Andrew, a U.S. Army veteran who graduated from Ranger School, initially told his family that he was going to Poland to help train Ukrainian forces. But he decided to go to the front, where he was killed late last month, his mother Kelly said.

Task & Purpose is identifying this veteran and his mother by pseudonyms due to multiple cases of Russian harassment  directed at the families of Americans who are killed in Ukraine.

Kelly said that her son stayed with families around Ukraine before he was billeted in barracks, and those experiences may have prompted him to take an active role in fighting against the Russians.

“He would visit or discuss things with the people who were caring for him,” Kelly said. “He was shocked to hear the things the Russians were doing to the women and children of these towns and the brutality that existed. I think that’s what motivated him to serve for Ukraine.”

Andrew wanted to eventually become a Ukrainian citizen, but one day his unit left on a mission and only three people returned. His mother soon learned that Andrew did not.

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Now she wants people to know that her son is not the only American who went to Ukraine to make a difference.

“There are so many people around the world who are believing in this cause,” she said.

More than 50 Americans have died in Ukraine since Russia launched its latest invasion of the country in February 2022. More than 40 of those killed were U.S. military veterans.  Andrew is one of several Americans killed in Ukraine who remain on the battlefield because their remains have not been recovered.

Andrew served in the Army from June 2016 to May 2023 as an 11B infantryman, attending Ranger and Air Assault school. He deployed to Afghanistan from June 2018 to March 2019, Army spokesman Bryce Dubee told Task & Purpose.

Kelly’s father was a Marine sergeant major, and she told her children while growing up that if they didn’t want to attend college, they needed a backup plan, such as joining the military.

That’s exactly what Andrew did. When he was 17 – still a junior in high school – Andrew enlisted in the Army. He left for basic training the week he graduated from high school.

Andrew was first assigned to Schofield Barracks in Hawaii, and then he volunteered to join a unit that deployed to Afghanistan for nine months, his mother said.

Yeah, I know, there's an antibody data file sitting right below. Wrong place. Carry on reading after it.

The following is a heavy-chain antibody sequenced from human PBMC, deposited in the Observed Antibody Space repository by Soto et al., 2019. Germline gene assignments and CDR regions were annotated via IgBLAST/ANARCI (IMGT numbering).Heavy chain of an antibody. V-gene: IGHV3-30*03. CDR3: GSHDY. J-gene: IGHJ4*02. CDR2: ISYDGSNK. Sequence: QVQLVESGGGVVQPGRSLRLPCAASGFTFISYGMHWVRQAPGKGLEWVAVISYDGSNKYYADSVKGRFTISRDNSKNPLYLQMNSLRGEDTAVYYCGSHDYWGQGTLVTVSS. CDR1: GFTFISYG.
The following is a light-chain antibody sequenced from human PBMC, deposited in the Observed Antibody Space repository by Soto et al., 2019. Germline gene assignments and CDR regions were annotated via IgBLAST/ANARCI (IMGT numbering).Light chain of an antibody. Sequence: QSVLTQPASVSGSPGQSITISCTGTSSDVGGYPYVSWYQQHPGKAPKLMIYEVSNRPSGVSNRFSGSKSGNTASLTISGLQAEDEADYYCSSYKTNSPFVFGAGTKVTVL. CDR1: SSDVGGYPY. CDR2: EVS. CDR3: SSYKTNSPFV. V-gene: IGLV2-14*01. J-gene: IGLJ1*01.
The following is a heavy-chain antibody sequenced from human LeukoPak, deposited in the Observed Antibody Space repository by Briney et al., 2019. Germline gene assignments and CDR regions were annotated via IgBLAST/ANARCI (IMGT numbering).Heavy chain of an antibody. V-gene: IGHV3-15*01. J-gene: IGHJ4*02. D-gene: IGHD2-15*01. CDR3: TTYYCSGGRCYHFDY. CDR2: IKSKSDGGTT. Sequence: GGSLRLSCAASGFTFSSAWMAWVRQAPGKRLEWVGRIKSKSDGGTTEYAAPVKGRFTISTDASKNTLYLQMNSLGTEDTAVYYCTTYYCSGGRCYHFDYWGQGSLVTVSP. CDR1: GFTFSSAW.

“He did see combat,” Kelly said. “He did, unfortunately, have to kill people, and watched fellow teammates also die. And that took a significant toll on him.”

After returning from Afghanistan, Andrew attended Ranger School. Despite having to repeat parts of the intense training, he was ultimately able to earn his Ranger tab.

Andrew was next assigned to El Paso, Texas, and he considered trying to join special operations forces. Then the chaotic U.S. withdrawal from Afghanistan unfolded.

Thousands of Afghan refugees were sent to El Paso, and Andrew was revolted at how badly the Afghan men and boys treated women who had to flee their country without their husbands. Some of the Afghan refugees also swore at U.S. soldiers. It was too much for Andrew, who decided not to reenlist in the Army.

He took a break from life, visiting friends from the Army, before deciding he could make a positive change in his life by helping the Ukrainian military.

“From what I understand, he only signed up for six months, which makes me really believe that he was just first going to train people and see what it was like,” Kelly said.

Once in Europe, Andrew sent his mother text messages about the meeting Ukrainians who had to eat pigeons at the star of the war to survive; people whose homes had been destroyed; and women who were raped by the Russians.

“I think God understands I’m doing a good thing,” he texted. “That pays me enough. I’m not going to be rich, but I will be a way better human being than the richest person you know to exist. To me, that’s priceless.”

Kelly said she is still in shock after recently learning of her son’s death. What makes her grief worse is knowing it is unlikely that her son’s body will ever be recovered.

“When somebody dies in a car crash and illness, you have that closure of you have that closure of their remains,” Kelly said.  “I understood from the time that he went to Afghanistan and because of IEDs [improvised explosive devices] that they used – those detonating bombs – that there could be a chance that I would never get a body back.

She is also disgusted that the Russians and Ukrainians are not making more of an effort to recover the bodies of their troops.

“Where is the dignity in typical wars?” she said. “If the possibility arises, shouldn’t both sides be concerned with returning a person’s remains? I was hoping, since he was an American and he was a U.S. veteran, and he also had that Ranger status that his body could be leveraged and that way I could get it back. And now at this point, I’m pretty convinced it’s never going to happen.”

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